Democratic National Committee Chairwoman Debbie Wasserman Schultz (Ron Sachs / European Pressphoto…)
The Republican presidential candidates' focus on issues such as contraception, abortion and healthcare will push female voters into President Obama's corner and provide a crucial boost in getting him reelected, Democratic National Committee Chairwoman Debbie Wasserman Schultz told phone bank volunteers Monday.
"I know Barack Obama will be returned to the White House … carried on the shoulders of American women because that's how he got there in the first place, with a 13-point gender gap in 2008," she told 92 cheering women gathered at a Pasadena seafood restaurant. "Women in this country voted for Barack Obama in 2008 because we know that as mothers, as sisters, as daughters, as wives, what's at stake."
Wasserman Schultz's remarks came as a poll showed that Obama had opened a lead over GOP front-runner Mitt Romney nationally and among voters in a dozen swing states, driven by the female vote.
The USA Today/Gallup poll found Obama led Romney 51% to 42% in those battleground states, and that while the president was virtually tied with Romney among male voters, he led by 18 percentage points among women.
In an interview, Wasserman Schultz said this was driven by the Republicans' focus on social issues, such as whether health insurance should have to cover contraception.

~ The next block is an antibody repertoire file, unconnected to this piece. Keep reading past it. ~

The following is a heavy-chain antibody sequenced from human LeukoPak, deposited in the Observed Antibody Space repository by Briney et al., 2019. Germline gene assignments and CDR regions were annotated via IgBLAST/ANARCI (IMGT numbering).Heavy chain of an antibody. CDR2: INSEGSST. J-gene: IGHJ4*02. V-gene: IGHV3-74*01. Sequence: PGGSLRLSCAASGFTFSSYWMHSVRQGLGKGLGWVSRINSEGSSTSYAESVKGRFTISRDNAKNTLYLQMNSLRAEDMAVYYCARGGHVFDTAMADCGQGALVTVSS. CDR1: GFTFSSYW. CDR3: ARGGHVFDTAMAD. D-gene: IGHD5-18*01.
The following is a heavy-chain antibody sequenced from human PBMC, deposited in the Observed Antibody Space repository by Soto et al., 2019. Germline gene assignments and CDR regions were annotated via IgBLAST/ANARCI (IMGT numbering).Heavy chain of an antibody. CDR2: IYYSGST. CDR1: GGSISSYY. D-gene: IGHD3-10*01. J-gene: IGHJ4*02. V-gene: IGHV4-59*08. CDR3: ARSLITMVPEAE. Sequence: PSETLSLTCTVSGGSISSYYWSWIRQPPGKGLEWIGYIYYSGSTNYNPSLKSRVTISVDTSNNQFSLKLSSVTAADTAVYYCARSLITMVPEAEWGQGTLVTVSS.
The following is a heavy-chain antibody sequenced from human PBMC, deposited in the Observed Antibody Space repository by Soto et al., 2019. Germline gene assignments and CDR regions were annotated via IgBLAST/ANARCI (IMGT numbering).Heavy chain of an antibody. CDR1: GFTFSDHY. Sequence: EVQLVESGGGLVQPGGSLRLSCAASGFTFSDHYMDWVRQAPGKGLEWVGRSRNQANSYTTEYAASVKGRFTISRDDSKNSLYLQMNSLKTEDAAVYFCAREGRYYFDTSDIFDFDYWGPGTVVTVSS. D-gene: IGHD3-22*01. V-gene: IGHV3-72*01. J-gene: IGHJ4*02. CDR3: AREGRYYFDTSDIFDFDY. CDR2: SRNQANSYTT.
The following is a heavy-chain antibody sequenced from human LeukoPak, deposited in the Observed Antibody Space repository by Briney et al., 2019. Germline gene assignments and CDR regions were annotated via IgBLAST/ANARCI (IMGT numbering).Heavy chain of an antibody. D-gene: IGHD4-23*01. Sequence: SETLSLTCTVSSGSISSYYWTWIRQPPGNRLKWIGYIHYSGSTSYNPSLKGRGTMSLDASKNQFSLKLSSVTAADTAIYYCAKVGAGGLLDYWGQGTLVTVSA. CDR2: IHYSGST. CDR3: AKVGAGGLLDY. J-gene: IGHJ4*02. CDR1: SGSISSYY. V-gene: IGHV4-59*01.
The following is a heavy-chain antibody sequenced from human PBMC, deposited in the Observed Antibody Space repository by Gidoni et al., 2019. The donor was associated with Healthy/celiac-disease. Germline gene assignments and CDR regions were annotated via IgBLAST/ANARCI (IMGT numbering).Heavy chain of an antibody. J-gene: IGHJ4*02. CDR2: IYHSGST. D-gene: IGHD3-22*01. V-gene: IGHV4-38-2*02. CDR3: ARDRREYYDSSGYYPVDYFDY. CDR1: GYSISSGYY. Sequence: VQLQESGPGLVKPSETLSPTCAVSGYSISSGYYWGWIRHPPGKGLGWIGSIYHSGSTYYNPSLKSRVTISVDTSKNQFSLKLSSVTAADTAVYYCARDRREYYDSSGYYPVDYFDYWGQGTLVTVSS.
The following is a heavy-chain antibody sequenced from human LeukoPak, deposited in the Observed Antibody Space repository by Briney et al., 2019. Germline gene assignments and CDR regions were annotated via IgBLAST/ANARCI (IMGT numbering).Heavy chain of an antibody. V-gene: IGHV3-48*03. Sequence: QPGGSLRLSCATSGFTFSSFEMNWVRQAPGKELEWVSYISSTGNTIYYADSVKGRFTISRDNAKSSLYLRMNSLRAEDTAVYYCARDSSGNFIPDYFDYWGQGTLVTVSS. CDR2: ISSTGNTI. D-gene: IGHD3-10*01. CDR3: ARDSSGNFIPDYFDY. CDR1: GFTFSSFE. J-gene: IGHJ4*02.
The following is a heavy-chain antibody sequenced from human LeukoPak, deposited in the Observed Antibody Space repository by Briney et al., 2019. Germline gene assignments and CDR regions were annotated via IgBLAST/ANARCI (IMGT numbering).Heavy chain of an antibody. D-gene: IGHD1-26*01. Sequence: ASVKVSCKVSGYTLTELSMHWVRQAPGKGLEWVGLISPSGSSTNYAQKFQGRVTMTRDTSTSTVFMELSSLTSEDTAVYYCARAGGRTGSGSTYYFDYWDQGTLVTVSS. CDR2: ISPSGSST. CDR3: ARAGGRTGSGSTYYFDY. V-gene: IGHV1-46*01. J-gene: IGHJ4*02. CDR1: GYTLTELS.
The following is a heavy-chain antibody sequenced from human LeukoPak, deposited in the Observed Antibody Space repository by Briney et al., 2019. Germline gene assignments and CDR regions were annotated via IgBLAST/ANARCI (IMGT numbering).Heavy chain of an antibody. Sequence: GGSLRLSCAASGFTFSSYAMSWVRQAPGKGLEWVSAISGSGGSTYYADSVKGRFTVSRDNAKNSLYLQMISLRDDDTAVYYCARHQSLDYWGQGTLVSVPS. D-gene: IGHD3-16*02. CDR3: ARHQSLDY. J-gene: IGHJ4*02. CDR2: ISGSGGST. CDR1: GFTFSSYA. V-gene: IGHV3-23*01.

"I think women in America have seen just how out of step and out of touch the Republicans are — any of them, Romney, [Rick] Santorum, the whole field — with the values and priorities of women," she said. "The Republicans … are so busy embracing extremism and trying to out-right-wing each other, they have really left women feeling bereft."
The phone volunteers were especially vocal when Wasserman Schultz and others brought up radio host Rush Limbaugh's labeling of a Georgetown University law student as a "slut" after she testified in Congress about the importance of insurers covering contraception.
"If doing your civic duty and testifying about an important women's issue is what results in that, then I guess we should all join the club of sluts and prostitutes," said Rep. Judy Chu (D-Monterey Park), a national co-chairwoman of Obama's reelection campaign.
In their phone calls, the volunteers focused on Obama's healthcare law, which is before the Supreme Court. Wasserman Schultz said that as a breast cancer survivor, the provision requiring insurers to cover people with preexisting conditions had special resonance. On Dec. 7, 2007, the day of her diagnosis, the Florida congresswoman said she became "one job loss away from being uninsurable."
If Republicans are successful in November, she said, they would repeal the law, putting 45% of Americans with a preexisting condition at risk and raising costs for women.
"That means that being a woman would once again be a preexisting condition. Simply having ovaries would be a preexisting condition again. That means they can charge us 50% more simply for being a woman," she said. "We're not going back. That's what this election is about."
She conceded that the 2012 election lacked the excitement of 2008, but urged the volunteers to recognize that it was equally vital.
"So while 2008 was historic, what 2012 is, is personal," she said. "It's personal for all of us because the dramatic change that would happen in our lives if we go in the direction that Mitt Romney and Republicans want to take us is unacceptable."